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I guess many people already read this article:

Using your own SQLite database in Android applications: http://www.reigndesign.com/blog/using-your-own-sqlite-database-in-android-applications/comment-page-2/#comment-12368

However it's keep bringing IOException at

while ((length = myInput.read(buffer))>0){
    myOutput.write(buffer, 0, length);
}

I’am trying to use a large DB file. It’s as big as >8MB I built it using sqlite3 in Mac OS X, inserted UTF-8 encoded strings (for I am using Korean), added android_meta table with ko_KR as locale, as instructed above.

However, When I debug, it keeps showing IOException at

length=myInput.read(buffer)

I suspect it’s caused by trying to read a big file. If not, I have no clue why. I tested the same code using much smaller text file, and it worked fine.

Can anyone help me out on this? I’ve searched many places, but no place gave me the clear answer, or good solution. Good meaning efficient or easy.

I will try use BufferedInput(Output)Stream, but if the simpler one cannot work, I don’t think this will work either.

Can anyone explain the fundamental limits in file input/output in Android, and the right way around it, possibly? I will really appreciate anyone’s considerate answer. Thank you.

WITH MORE DETAIL:

private void copyDataBase() throws IOException{

     //Open your local db as the input stream
     InputStream myInput = myContext.getAssets().open(DB_NAME);

     // Path to the just created empty db
     String outFileName = DB_PATH + DB_NAME;

     //Open the empty db as the output stream
     OutputStream myOutput = new FileOutputStream(outFileName);

     //transfer bytes from the inputfile to the outputfile
     byte[] buffer = new byte[1024];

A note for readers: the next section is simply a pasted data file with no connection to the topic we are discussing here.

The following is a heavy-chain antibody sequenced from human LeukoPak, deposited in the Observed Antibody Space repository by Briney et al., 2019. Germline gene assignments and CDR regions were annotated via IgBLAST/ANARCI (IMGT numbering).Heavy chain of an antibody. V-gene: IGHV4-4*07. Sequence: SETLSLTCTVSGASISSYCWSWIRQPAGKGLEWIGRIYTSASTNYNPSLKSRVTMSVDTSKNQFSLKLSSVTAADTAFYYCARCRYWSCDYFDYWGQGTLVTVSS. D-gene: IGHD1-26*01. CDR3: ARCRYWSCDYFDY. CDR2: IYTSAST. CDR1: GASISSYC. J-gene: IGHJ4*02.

int length;
     while ((length = myInput.read(buffer))>0){
      myOutput.write(buffer, 0, length);
     }

     //Close the streams
     myOutput.flush();
     myOutput.close();
     myInput.close();

    }
share|improve this question
    
Why do you need so much data locally? Seems like a fundamental issue with mobile app development...some Android devices out there still have limited memory, redesign your app so it reads from web and caches a small amount of data locally, 8MB seems like a lot for just one app (considering complex apps like Google Maps take just under 8MB...) –  Ricardo Villamil May 28 '10 at 19:24

4 Answers 4

up vote 2 down vote accepted

Can anyone help me out on this?

Use a smaller file. Or a set of smaller files that you stitch together into a large file as you are unpacking them. Or download the database on the first run of your application.

share|improve this answer
    
Thank you for the answer. I used this way and loaded my big SQLite file into the emulator. –  petershine May 31 '10 at 7:15
    
Added Gist at gist.github.com/717801 –  petershine Jan 16 '11 at 14:03

I've been there. I believe the RAW resource type is free of maximum size constraints (whereas Assets, or more specifically, the stream connected to an asset, is limited in size).

Once you get past that hurdle you should be fine - I've had databases on my phone well over 100MB.

share|improve this answer
    
How you using DB do we need to copy DB to data/data/Package_Name/Databases or we can directly use the DB. if yes How ? –  D-Griffin Nov 30 '10 at 18:29
    
In my situation, I had a database of just under 5 MB. The database was placed in the assets folder with a jpg extension to avoid resource compression. This caused OutOfMemoryErrors on some devices (HTC Wildfire for example). After moving the database to /res/raw and read the file with getResources().openRawResource(R.raw.database), the OutOfMemoryErrors where gone! So thank you very much! –  bplayer Aug 10 '12 at 12:59

Change file's extension to .mp3 for example:

IOException while reading from InputStream

share|improve this answer

Don't know if it would help you, but if other approaches fail you could try using NIO. For example, here's an implementation of copying inputstream to fileoutput. Alternatively, you could try zipping your file and see if the Android unzipping tools can unzip directly to your db folder.

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